Q: Is there any difference in sound quality between the iPod touch and the iPod classic models? Do they both use the same sound chip and process? I own a first-generation 80GB iPod classic with upgraded IEMs and I have a large library of music at 192kbps AAC, all of which sounds terrific. I like the new iPod touch a lot but have never switched since its storage size was always too small. However, now that a 64GB version exists I’m seriously considering one. Will I lose anything in audio performance in going to the iPod touch?
A: From our testing and comparisons, the audio quality of the second and third-generation iPod touch models is essentially the same as the 2007 iPod classic models. As we noted in our review of the second-generation iPod touch in the fall of 2008:
There is one big audio change, and that’s the iPod touch’s sound chip. Months ago, long-time iPod audio chip supplier Wolfson Micro made clear—with minimal discretion—that its chips were not going to be included in either the upcoming iPod nano or iPod touch refreshes, which were then unknown. Lo and behold, the new devices arrived, and both of them sound like the Wolfson-chipless 2007 iPod classic—they’re cleaner, with a nearly non-existent static noise floor that’s as well-suited to audiophile-grade earphones as free pack-ins. That’s really good news for those who hope to use the iPod touch with better headphones; to our ears, this version is a big step up over the prior touch.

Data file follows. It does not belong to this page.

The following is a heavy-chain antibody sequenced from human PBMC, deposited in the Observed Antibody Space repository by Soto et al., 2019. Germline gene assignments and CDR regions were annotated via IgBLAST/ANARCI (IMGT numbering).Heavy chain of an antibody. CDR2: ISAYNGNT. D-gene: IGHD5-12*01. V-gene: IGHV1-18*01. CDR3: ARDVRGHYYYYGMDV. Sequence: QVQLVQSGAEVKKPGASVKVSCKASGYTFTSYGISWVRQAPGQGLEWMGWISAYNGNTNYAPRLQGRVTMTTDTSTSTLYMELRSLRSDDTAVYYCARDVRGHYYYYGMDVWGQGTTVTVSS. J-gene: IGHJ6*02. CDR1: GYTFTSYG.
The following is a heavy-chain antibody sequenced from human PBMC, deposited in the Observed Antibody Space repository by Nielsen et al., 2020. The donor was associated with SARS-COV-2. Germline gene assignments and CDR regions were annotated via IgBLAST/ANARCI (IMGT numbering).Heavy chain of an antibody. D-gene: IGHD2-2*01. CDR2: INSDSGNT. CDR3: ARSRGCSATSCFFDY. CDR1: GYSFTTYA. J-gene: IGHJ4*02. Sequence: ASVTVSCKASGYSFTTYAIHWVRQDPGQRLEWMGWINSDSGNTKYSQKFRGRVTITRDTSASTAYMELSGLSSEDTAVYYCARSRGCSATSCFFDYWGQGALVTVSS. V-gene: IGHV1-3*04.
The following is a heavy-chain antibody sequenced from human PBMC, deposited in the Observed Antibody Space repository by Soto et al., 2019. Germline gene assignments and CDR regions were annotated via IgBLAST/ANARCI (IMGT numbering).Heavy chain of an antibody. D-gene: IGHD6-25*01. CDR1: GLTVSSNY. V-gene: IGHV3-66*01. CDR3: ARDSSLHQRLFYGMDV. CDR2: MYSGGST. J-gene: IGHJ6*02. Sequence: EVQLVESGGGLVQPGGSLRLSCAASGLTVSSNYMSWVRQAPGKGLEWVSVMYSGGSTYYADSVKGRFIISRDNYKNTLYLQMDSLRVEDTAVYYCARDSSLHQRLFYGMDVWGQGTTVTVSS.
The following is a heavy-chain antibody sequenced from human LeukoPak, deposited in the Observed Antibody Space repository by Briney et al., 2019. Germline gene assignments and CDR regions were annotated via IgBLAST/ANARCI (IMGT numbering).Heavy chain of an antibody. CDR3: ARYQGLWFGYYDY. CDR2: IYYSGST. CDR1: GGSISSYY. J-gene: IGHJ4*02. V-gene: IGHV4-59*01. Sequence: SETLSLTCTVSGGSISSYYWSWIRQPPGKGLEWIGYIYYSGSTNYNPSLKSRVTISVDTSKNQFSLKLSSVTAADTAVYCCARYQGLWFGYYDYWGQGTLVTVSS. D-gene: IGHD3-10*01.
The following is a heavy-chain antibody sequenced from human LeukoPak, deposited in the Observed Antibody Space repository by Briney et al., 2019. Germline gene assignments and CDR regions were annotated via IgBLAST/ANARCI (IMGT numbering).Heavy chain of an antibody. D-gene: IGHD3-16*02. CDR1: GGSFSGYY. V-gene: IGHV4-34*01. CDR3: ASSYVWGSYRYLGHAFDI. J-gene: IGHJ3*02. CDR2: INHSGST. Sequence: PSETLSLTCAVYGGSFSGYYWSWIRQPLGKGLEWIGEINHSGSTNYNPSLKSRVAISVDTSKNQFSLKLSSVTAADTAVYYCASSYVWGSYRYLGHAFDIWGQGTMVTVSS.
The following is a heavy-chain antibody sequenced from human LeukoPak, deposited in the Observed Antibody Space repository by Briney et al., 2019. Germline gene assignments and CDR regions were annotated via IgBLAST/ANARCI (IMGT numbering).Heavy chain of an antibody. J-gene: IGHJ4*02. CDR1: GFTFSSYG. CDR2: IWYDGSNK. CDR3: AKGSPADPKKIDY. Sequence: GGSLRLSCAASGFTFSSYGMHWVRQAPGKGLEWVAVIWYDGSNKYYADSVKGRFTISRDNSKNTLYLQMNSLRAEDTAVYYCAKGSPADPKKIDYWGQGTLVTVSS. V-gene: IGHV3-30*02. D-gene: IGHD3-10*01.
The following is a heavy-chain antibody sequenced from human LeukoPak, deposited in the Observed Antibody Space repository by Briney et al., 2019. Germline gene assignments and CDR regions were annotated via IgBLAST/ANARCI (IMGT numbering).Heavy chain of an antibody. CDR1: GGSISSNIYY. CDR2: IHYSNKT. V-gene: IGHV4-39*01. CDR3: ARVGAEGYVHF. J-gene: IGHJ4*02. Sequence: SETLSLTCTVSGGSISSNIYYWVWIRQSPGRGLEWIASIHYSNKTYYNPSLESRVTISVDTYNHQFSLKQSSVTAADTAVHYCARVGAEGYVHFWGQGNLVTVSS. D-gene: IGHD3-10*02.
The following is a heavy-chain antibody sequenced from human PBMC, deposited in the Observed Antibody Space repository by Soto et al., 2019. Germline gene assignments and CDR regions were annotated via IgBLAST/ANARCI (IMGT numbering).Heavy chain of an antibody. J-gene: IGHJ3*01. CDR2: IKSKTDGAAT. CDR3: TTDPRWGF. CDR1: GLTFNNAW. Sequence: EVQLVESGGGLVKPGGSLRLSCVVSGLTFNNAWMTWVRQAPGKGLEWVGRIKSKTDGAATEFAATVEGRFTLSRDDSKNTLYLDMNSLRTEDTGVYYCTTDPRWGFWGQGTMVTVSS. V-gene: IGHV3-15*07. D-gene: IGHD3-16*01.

Our review of the third-generation iPod touch notes that these models appear to still be using the same chip and provide the same level of audio quality:
As noted in last year’s review of the second-generation iPod touch, a major improvement in sound quality was achieved when Apple changed audio chips—the audio chip was “cleaner, with a nearly non-existent static noise floor that’s as well-suited to audiophile-grade earphones as free pack-ins.” The same is true for this year’s model; using very high-end multi-driver earphones, we couldn’t detect any difference between the two iPod touches when listening carefully to the latest audiophile-polished remastered Beatles albums, amongst other tracks, and this is a great thing; independent of all of its other abilities, the new iPod touch remains an excellent audio player.